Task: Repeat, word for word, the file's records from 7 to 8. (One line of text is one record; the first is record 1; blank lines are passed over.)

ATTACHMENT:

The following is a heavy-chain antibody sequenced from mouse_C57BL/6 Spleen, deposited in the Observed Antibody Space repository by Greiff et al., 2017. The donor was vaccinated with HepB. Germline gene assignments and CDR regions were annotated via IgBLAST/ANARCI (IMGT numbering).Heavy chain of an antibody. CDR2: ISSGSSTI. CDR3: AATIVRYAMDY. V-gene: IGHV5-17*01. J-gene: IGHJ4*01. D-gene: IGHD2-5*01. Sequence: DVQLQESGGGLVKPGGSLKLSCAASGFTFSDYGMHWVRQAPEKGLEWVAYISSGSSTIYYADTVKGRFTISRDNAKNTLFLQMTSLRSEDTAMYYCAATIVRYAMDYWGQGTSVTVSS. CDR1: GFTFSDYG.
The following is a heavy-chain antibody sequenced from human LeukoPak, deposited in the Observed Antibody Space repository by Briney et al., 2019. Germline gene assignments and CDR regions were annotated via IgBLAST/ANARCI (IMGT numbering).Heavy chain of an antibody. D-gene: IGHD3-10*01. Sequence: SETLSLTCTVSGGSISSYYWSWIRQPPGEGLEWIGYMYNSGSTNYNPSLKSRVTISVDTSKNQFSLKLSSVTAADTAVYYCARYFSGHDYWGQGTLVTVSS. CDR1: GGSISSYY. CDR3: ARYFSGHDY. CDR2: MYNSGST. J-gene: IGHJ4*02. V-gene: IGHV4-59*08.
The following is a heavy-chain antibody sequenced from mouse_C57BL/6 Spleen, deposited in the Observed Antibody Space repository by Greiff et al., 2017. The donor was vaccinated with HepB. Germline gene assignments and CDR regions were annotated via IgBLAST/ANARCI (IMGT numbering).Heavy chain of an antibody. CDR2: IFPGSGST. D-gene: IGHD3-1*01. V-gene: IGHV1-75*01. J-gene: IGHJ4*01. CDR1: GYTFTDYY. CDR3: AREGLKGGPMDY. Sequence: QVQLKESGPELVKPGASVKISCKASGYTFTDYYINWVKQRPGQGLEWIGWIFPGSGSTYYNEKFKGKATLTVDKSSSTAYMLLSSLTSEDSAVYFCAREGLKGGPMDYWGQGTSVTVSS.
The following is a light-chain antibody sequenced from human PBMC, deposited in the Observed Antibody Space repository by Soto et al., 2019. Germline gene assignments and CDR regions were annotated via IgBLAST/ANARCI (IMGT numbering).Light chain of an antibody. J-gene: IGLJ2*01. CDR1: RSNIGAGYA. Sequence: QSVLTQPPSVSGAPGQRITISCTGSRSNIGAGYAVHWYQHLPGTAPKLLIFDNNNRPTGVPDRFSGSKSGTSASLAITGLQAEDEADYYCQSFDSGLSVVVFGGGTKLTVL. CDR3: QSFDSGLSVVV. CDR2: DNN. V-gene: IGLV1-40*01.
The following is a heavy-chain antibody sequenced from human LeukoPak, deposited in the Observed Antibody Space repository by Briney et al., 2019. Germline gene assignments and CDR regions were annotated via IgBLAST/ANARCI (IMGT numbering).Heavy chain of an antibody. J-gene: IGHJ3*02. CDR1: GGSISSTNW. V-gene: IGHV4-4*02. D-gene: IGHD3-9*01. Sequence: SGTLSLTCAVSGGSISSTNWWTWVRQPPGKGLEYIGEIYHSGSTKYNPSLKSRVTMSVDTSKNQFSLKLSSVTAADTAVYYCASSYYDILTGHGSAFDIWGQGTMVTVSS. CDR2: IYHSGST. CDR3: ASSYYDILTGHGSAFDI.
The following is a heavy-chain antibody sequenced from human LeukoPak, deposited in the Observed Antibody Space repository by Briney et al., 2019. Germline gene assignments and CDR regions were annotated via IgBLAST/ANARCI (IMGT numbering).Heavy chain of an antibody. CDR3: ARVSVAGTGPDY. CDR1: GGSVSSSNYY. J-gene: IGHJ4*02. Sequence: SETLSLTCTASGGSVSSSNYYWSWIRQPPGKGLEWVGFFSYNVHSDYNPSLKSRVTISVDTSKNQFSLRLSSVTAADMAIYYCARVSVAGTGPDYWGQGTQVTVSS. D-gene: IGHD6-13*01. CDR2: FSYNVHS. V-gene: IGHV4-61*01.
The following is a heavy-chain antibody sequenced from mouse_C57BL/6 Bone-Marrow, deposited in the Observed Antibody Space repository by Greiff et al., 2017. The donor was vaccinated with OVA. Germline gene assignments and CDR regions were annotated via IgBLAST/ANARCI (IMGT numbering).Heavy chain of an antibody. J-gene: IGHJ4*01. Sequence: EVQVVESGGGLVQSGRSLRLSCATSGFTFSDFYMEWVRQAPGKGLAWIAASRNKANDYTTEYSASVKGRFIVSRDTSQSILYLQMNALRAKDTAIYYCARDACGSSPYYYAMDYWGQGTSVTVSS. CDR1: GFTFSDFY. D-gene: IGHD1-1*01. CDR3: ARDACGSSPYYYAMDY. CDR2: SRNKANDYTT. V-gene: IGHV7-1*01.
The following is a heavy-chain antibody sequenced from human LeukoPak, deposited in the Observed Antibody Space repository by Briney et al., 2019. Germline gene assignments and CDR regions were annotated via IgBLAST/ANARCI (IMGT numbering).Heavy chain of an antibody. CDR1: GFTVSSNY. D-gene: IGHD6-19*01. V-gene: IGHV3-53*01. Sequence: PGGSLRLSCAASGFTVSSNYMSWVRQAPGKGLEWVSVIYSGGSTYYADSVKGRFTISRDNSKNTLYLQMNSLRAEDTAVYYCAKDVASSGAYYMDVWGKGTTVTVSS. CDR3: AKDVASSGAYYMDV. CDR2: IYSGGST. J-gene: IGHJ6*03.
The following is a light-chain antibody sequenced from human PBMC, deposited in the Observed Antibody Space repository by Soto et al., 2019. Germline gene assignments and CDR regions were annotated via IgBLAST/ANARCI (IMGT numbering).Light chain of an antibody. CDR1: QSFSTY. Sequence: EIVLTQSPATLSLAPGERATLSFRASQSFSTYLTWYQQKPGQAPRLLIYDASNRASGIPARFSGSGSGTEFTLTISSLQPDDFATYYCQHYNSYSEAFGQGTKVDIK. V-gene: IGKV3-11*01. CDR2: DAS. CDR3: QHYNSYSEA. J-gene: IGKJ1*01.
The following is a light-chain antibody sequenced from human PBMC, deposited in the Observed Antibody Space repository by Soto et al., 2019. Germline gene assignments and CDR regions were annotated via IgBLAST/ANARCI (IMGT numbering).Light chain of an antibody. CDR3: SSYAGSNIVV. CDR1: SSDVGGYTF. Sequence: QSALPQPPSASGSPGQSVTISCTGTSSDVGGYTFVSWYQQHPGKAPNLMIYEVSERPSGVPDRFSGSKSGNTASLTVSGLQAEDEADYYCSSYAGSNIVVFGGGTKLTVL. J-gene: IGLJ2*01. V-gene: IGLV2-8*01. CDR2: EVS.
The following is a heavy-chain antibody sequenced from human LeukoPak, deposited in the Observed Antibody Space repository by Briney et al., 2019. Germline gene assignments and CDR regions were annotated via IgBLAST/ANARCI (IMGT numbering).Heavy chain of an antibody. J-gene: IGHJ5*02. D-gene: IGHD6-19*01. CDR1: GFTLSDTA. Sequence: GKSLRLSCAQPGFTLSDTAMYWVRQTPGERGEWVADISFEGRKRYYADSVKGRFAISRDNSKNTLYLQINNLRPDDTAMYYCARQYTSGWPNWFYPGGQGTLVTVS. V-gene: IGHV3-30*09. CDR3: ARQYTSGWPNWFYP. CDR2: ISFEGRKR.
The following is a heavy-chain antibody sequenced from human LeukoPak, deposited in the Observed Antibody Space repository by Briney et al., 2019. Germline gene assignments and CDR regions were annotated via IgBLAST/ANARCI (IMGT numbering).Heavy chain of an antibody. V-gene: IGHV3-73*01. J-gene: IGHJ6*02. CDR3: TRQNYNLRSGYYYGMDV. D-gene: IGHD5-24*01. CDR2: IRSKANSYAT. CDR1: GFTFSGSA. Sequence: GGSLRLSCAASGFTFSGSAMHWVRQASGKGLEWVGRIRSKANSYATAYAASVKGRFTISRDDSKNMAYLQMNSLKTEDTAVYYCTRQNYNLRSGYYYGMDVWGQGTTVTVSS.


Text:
The following is a heavy-chain antibody sequenced from mouse_C57BL/6 Bone-Marrow, deposited in the Observed Antibody Space repository by Greiff et al., 2017. The donor was vaccinated with OVA. Germline gene assignments and CDR regions were annotated via IgBLAST/ANARCI (IMGT numbering).Heavy chain of an antibody. J-gene: IGHJ4*01. Sequence: EVQVVESGGGLVQSGRSLRLSCATSGFTFSDFYMEWVRQAPGKGLAWIAASRNKANDYTTEYSASVKGRFIVSRDTSQSILYLQMNALRAKDTAIYYCARDACGSSPYYYAMDYWGQGTSVTVSS. CDR1: GFTFSDFY. D-gene: IGHD1-1*01. CDR3: ARDACGSSPYYYAMDY. CDR2: SRNKANDYTT. V-gene: IGHV7-1*01.
The following is a heavy-chain antibody sequenced from human LeukoPak, deposited in the Observed Antibody Space repository by Briney et al., 2019. Germline gene assignments and CDR regions were annotated via IgBLAST/ANARCI (IMGT numbering).Heavy chain of an antibody. CDR1: GFTVSSNY. D-gene: IGHD6-19*01. V-gene: IGHV3-53*01. Sequence: PGGSLRLSCAASGFTVSSNYMSWVRQAPGKGLEWVSVIYSGGSTYYADSVKGRFTISRDNSKNTLYLQMNSLRAEDTAVYYCAKDVASSGAYYMDVWGKGTTVTVSS. CDR3: AKDVASSGAYYMDV. CDR2: IYSGGST. J-gene: IGHJ6*03.